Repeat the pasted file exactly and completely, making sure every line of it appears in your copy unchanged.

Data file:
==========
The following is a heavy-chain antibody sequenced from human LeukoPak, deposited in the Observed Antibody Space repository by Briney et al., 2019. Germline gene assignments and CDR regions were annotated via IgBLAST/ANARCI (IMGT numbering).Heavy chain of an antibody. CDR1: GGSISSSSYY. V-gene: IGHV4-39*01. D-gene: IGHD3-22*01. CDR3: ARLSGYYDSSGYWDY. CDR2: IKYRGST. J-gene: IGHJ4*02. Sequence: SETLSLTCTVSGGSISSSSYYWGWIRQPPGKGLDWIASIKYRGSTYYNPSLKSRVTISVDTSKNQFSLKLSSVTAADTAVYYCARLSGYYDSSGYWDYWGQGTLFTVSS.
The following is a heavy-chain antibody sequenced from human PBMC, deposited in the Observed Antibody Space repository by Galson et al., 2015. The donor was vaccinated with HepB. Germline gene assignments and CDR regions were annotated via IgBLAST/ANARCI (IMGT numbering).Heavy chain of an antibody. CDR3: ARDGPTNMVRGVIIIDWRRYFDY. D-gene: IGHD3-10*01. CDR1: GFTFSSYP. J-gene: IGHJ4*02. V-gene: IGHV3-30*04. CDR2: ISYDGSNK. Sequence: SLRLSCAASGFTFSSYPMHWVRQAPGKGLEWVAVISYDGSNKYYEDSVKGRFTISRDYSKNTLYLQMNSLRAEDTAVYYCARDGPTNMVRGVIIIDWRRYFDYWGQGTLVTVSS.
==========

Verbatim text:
The following is a heavy-chain antibody sequenced from human LeukoPak, deposited in the Observed Antibody Space repository by Briney et al., 2019. Germline gene assignments and CDR regions were annotated via IgBLAST/ANARCI (IMGT numbering).Heavy chain of an antibody. CDR1: GGSISSSSYY. V-gene: IGHV4-39*01. D-gene: IGHD3-22*01. CDR3: ARLSGYYDSSGYWDY. CDR2: IKYRGST. J-gene: IGHJ4*02. Sequence: SETLSLTCTVSGGSISSSSYYWGWIRQPPGKGLDWIASIKYRGSTYYNPSLKSRVTISVDTSKNQFSLKLSSVTAADTAVYYCARLSGYYDSSGYWDYWGQGTLFTVSS.
The following is a heavy-chain antibody sequenced from human PBMC, deposited in the Observed Antibody Space repository by Galson et al., 2015. The donor was vaccinated with HepB. Germline gene assignments and CDR regions were annotated via IgBLAST/ANARCI (IMGT numbering).Heavy chain of an antibody. CDR3: ARDGPTNMVRGVIIIDWRRYFDY. D-gene: IGHD3-10*01. CDR1: GFTFSSYP. J-gene: IGHJ4*02. V-gene: IGHV3-30*04. CDR2: ISYDGSNK. Sequence: SLRLSCAASGFTFSSYPMHWVRQAPGKGLEWVAVISYDGSNKYYEDSVKGRFTISRDYSKNTLYLQMNSLRAEDTAVYYCARDGPTNMVRGVIIIDWRRYFDYWGQGTLVTVSS.